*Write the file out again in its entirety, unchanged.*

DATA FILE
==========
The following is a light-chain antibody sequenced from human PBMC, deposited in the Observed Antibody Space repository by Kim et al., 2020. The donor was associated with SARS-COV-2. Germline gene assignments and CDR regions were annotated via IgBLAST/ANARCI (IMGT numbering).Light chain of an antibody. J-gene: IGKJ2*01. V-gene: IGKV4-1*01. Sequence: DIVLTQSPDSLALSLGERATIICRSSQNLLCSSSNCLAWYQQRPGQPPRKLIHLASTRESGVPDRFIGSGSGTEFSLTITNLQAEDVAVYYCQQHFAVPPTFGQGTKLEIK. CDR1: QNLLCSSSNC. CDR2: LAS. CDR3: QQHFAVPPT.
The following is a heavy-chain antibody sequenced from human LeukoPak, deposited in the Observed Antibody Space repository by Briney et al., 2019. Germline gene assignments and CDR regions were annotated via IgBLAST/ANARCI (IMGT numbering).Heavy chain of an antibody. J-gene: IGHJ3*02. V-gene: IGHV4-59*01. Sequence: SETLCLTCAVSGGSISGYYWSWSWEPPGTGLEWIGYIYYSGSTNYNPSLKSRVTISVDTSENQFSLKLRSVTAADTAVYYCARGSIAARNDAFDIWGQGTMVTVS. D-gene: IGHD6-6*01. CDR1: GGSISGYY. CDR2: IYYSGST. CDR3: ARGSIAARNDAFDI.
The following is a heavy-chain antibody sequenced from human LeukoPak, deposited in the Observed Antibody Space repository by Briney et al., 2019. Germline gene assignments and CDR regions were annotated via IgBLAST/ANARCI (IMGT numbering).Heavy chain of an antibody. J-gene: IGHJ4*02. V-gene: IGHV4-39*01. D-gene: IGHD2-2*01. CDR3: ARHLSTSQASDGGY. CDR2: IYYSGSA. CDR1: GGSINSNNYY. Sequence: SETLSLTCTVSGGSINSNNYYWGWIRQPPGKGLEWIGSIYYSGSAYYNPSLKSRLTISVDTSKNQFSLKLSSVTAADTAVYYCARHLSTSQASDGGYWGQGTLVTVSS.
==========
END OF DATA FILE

The following is a light-chain antibody sequenced from human PBMC, deposited in the Observed Antibody Space repository by Kim et al., 2020. The donor was associated with SARS-COV-2. Germline gene assignments and CDR regions were annotated via IgBLAST/ANARCI (IMGT numbering).Light chain of an antibody. J-gene: IGKJ2*01. V-gene: IGKV4-1*01. Sequence: DIVLTQSPDSLALSLGERATIICRSSQNLLCSSSNCLAWYQQRPGQPPRKLIHLASTRESGVPDRFIGSGSGTEFSLTITNLQAEDVAVYYCQQHFAVPPTFGQGTKLEIK. CDR1: QNLLCSSSNC. CDR2: LAS. CDR3: QQHFAVPPT.
The following is a heavy-chain antibody sequenced from human LeukoPak, deposited in the Observed Antibody Space repository by Briney et al., 2019. Germline gene assignments and CDR regions were annotated via IgBLAST/ANARCI (IMGT numbering).Heavy chain of an antibody. J-gene: IGHJ3*02. V-gene: IGHV4-59*01. Sequence: SETLCLTCAVSGGSISGYYWSWSWEPPGTGLEWIGYIYYSGSTNYNPSLKSRVTISVDTSENQFSLKLRSVTAADTAVYYCARGSIAARNDAFDIWGQGTMVTVS. D-gene: IGHD6-6*01. CDR1: GGSISGYY. CDR2: IYYSGST. CDR3: ARGSIAARNDAFDI.
The following is a heavy-chain antibody sequenced from human LeukoPak, deposited in the Observed Antibody Space repository by Briney et al., 2019. Germline gene assignments and CDR regions were annotated via IgBLAST/ANARCI (IMGT numbering).Heavy chain of an antibody. J-gene: IGHJ4*02. V-gene: IGHV4-39*01. D-gene: IGHD2-2*01. CDR3: ARHLSTSQASDGGY. CDR2: IYYSGSA. CDR1: GGSINSNNYY. Sequence: SETLSLTCTVSGGSINSNNYYWGWIRQPPGKGLEWIGSIYYSGSAYYNPSLKSRLTISVDTSKNQFSLKLSSVTAADTAVYYCARHLSTSQASDGGYWGQGTLVTVSS.